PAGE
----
||AMD Athlon 64 FX-57 Review
June 26, 2005
Summary: After "officially" launching the Athlon 64 X2 at Computex earlier this month, today AMD is unveiling their latest FX processor, the FX-57. As we mentioned in our dual-core article, the FX is aimed towards gamers, and features breakthrough clock speeds. See how AMD's latest chip compares to the latest Athlon 64 X2 4800+, (including overclocked scores just shy of 3.0GHz) in this review!
| Introduction||Page:: ( 1 / 13 )|
At the high-end, the compromise is minimal. AMD’s Athlon 64 X2 cedes very little to other single-core Athlon chips, even in applications written with one thread in mind. With a little bit of overclocking, it’s relatively easy to hit the same clock speeds and the addition of a second core really bolsters threaded software. When you then consider the convenience of recycling your existing Socket 939 motherboard and memory, paying to play just isn’t as bad.
Nevertheless, AMD is sticking to its story that single-core processors will persist as the best option for hardcore gamers for a while yet. You see, the 90nm process on which the Athlon 64 is currently manufactured has been around for a while. If you draw parallels to a recipe for cherry cake, AMD has tweaked the ingredients for an optimally fluffy, flavorful dessert. Now the company is selling an incredibly complicated German chocolate cake and it’s taking time to dial that one in as well, which is why there’s currently a frequency discrepancy between the two architectures. Until AMD closes the gap between them, single-core will be faster in games.
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It’s admittedly hard to validate the Athlon 64 FX-55 when an Athlon 64 X2 4800+ has little trouble hitting 2.6 GHz, though. If you’re already willing to drop a grand, why not spring for the model better positioned to bolster the software currently in development, especially since it also does a knock-out job handling today’s apps?
AMD is ready to prove its Athlon 64 FX is still top dog in the gaming world by again turbo charging the chip’s core frequency to 2.8GHz. The new addition is naturally named Athlon 64 FX-57, in line with the naming convention we’ve born witness to for a couple of years now.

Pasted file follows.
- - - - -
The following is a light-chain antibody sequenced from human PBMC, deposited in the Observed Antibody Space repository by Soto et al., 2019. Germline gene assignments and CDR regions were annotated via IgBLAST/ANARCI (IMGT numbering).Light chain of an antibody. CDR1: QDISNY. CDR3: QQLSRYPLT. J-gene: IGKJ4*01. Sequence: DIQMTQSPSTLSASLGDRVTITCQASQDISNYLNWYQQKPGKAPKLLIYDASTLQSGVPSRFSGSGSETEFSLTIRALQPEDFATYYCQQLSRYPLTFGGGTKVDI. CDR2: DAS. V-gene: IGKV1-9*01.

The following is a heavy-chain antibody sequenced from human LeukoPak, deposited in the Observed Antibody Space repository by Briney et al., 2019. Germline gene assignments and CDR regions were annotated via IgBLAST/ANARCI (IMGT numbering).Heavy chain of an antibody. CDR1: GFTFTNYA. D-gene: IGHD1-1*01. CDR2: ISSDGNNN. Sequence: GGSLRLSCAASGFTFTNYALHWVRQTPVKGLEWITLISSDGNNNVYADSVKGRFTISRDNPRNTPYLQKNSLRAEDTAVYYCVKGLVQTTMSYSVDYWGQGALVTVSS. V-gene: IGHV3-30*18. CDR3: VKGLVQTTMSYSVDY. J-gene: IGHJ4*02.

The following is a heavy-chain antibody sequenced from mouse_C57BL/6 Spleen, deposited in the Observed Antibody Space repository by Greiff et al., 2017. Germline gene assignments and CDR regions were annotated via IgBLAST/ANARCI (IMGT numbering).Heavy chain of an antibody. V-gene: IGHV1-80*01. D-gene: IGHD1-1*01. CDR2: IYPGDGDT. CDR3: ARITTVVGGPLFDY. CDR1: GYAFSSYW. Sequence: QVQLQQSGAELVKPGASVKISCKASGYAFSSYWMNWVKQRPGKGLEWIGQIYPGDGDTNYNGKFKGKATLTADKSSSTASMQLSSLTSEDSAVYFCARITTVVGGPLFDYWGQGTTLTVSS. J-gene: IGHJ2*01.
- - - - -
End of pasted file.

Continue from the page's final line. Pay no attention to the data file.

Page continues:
| The Same Ol’ FX||Page:: ( 2 / 13 )|
A Familiar Architecture
San Diego is characterized by a 1MB L2 cache, like the 130nm ClawHammer that preceded it. The core’s technological equivalent is Venice, which has already been available for some time with 512KB of L2. Although the FX-57 operates 200 MHz faster than the FX-55, jumping over to this new core helps keep thermal output manageable. Maximum thermal power is still rated at 104W, meaning that any cooling solution designed for the FX-55 works here as well.
The rest of the core’s vital specifications are the same. You get 128KB of L1 cache, divided between 64KB of data and 64KB of instruction memory. It still interfaces with a Socket 939 interface, and continues to support DDR memory at speeds of up to 400 MHz, yielding up to 6.4 GBps of memory bandwidth. The HyperTransport bus continues to operate at 1 GHz (2 GHz bi-directionally).
Then there are the value-added extras. Of course, 64-bit extensions are inherent to the architecture and now exploitable through Microsoft’s Windows XP Professional x64 Edition. Enhanced Virus Protection is another, accessible through Windows XP Service Pack 2 and used to cut back on certain types of malicious code. Finally, Cool’n’Quiet technology is now a standard feature on the Athlon 64 FX. Used to cut back on power consumption and heat output by reducing clock frequency, the feature can be turned off through your BIOS in order to maintain full performance.
| Pricing, Platforms, and Overclocking||Page:: ( 3 / 13 )|